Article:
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For more information, visit www.fd12.org, or find Fire District 12 on Facebook.

Media Contact:
James Hartman
james@jameshartman.net
504.458.4600

NO INJURIES IN RETIREMENT HOME FIRE NEAR COVINGTON

More than 40 firefighters from eight Northshore fire districts responded to a smoke alarm activation at a retirement home near Covington yesterday evening, evacuating the facility without serious incident before bringing a small electrical problem under control.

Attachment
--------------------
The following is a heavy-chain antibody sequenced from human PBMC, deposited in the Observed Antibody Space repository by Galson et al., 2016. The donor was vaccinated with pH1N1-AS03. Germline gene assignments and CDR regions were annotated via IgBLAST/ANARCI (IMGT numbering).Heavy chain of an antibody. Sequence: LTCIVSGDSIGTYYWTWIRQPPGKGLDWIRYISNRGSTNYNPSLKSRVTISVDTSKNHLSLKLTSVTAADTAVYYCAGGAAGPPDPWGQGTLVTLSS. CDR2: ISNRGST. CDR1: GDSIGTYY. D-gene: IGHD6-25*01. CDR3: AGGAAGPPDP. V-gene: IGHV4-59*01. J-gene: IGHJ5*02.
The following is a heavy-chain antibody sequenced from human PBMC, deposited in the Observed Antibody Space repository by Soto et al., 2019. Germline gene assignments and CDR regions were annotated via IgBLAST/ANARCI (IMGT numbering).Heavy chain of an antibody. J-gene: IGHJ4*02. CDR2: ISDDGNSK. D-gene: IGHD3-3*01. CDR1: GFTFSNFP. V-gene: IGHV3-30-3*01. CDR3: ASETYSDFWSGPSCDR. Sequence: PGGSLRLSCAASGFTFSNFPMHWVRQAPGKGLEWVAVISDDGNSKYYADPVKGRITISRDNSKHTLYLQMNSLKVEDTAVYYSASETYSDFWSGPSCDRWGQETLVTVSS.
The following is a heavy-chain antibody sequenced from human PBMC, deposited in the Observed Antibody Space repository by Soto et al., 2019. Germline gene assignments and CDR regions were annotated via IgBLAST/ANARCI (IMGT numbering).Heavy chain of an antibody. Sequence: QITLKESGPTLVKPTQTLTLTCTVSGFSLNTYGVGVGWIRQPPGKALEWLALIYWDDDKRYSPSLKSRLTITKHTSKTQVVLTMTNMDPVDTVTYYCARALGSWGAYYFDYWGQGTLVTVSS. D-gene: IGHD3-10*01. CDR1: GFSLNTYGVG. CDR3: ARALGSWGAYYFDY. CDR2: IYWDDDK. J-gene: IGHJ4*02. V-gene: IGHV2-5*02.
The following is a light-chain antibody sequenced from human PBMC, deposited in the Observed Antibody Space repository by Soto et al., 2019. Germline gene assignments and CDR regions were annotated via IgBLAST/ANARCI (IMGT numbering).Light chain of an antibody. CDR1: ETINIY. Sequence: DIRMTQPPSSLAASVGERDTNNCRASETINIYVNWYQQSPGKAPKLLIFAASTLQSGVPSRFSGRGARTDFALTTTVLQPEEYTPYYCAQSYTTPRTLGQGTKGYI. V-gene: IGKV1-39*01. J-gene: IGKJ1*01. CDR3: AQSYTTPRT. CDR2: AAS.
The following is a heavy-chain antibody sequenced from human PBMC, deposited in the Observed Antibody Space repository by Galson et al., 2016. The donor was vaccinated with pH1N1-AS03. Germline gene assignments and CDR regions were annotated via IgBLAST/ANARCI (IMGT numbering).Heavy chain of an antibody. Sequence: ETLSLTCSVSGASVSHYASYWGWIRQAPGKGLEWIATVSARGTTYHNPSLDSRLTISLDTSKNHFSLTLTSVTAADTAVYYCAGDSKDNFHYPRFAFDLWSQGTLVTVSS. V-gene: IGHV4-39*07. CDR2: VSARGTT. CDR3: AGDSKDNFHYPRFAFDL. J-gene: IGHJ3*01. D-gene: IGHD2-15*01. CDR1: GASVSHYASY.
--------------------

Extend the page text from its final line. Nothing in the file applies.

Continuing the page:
At 7:17 p.m. on Tuesday, an alarm company contacted the UniFire dispatch center to report an alarm activation at The Trace at Claiborne Hill, 19432 Crawford Road, a retirement home and assisted-living facility just outside Covington.  Units from Fire District 12 were on the scene in less than four minutes, discovering smoke in some hallways of the building.  Because of the nature of the facility, additional units were immediately dispatched and surrounding fire districts were asked to assist.

Fire Districts 2, 4, 5, 6, 8, 9 and the City of Covington Fire Department all responded, as did Acadian Ambulance personnel and Fire District 4 ambulances.  Covington Police and Sheriff’s Office deputies also responded to assist.  Emergency responders safely evacuated approximately 85 residents and employees of the facility, and EMS staff conducted triage on all evacuees.  There were no injuries.